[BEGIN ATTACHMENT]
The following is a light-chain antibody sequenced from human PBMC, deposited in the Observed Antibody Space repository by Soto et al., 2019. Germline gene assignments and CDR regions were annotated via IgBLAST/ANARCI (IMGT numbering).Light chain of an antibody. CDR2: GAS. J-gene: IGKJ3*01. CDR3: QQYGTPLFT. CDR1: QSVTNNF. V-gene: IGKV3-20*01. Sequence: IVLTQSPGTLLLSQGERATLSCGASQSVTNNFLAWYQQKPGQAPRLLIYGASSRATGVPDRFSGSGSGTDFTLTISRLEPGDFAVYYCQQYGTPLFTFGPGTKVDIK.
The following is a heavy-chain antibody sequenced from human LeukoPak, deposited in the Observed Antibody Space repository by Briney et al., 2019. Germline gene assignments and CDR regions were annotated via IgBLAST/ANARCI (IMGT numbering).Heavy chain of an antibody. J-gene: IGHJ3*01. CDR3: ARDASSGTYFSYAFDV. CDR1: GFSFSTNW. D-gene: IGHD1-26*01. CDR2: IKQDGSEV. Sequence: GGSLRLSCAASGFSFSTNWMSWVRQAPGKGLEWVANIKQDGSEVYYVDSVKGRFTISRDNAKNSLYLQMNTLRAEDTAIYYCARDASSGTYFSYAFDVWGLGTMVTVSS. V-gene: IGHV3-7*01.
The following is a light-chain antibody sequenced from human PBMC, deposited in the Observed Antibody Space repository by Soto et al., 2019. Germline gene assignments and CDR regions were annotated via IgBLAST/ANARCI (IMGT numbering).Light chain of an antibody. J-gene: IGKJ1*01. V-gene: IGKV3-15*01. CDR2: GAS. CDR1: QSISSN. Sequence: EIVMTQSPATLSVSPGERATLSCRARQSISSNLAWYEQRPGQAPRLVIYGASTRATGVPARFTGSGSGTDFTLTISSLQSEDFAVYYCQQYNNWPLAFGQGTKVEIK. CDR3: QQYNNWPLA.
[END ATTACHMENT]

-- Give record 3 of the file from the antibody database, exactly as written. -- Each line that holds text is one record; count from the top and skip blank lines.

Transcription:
The following is a light-chain antibody sequenced from human PBMC, deposited in the Observed Antibody Space repository by Soto et al., 2019. Germline gene assignments and CDR regions were annotated via IgBLAST/ANARCI (IMGT numbering).Light chain of an antibody. J-gene: IGKJ1*01. V-gene: IGKV3-15*01. CDR2: GAS. CDR1: QSISSN. Sequence: EIVMTQSPATLSVSPGERATLSCRARQSISSNLAWYEQRPGQAPRLVIYGASTRATGVPARFTGSGSGTDFTLTISSLQSEDFAVYYCQQYNNWPLAFGQGTKVEIK. CDR3: QQYNNWPLA.